Hired at TAC in 1952 by Gropius, the founder of the Bauhaus design school in Germany, Mr. Payne stayed with the firm until the late 1980s. Along with the University of Baghdad, projects he worked on included the US Embassy in Athens, Temple Israel in Boston, and Nauset Regional High School in Eastham.
He taught at the Harvard Graduate School of design for nine years, beginning in the mid-1950s, and also taught at what was then the Boston Architectural Center. He led the center’s board of directors twice – in the mid-1960s and early-1970s.
“Morse’s role was to teach people how to present their ideas in a drawing form, as well as in a verbal form,” recalled Neubauer, who was among his students at Harvard.
Mr. Payne, he added, connected easily with college students. “Here’s this dude who had a tie on under his crewneck sweater,” Neubauer said. “He was one of us – he really was. He looked around and he spoke in this quiet way: ‘We have to get some energy working and find a way to explain our ideas to people.’ ”
In addition, Mr. Payne formerly served as president of the Massachusetts Society of Genealogists, was a board member and former leader of the Lexington Historical Society, and had been part of the Cape Cod Genealogical Society since its inception.
“My family, grandparents, and great-grandparents took active interest in history and genealogy,” he recalled in an essay for a 1999 bulletin published by the Cape Cod Genealogical Society, “while from age 12 I ventured each Saturday into Boston to the New England Historic and Genealogical Society Library on the top floor at Ashburton Place for my first genealogical searching.”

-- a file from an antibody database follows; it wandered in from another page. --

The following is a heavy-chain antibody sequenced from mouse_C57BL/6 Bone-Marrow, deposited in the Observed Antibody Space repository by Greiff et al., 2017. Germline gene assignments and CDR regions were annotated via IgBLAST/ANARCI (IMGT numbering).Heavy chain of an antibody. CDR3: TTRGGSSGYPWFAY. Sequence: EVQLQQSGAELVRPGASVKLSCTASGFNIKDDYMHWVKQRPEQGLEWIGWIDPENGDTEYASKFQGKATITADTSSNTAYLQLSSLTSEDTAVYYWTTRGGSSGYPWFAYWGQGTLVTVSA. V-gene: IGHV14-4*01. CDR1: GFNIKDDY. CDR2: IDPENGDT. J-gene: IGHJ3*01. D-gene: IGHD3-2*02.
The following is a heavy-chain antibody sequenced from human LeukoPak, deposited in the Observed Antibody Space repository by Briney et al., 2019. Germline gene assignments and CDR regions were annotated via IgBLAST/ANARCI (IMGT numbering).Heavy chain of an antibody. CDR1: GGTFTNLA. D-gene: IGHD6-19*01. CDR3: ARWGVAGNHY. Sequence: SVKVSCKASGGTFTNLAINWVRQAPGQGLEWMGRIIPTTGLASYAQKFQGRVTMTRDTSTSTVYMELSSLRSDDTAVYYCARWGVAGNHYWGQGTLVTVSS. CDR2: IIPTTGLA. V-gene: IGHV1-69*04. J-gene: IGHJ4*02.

The middle of three siblings, Harry Morse Payne Jr. was born in 1922 and grew up in Norwood, a son of Harry Sr., a woolens merchant, and Edna Beardsley.
As a boy, Mr. Payne was bedridden for a year because of a knee ailment. Kept away from his friends’ activities, he developed a keen interest in sports and fitness. He subsequently ran track and became an avid swimmer, a pursuit that lasted into his late 80s, when he competed in Senior Games in Massachusetts and nationally, collecting a bronze medal at 88.
While still in high school, Mr. Payne took top honors in a town planning competition.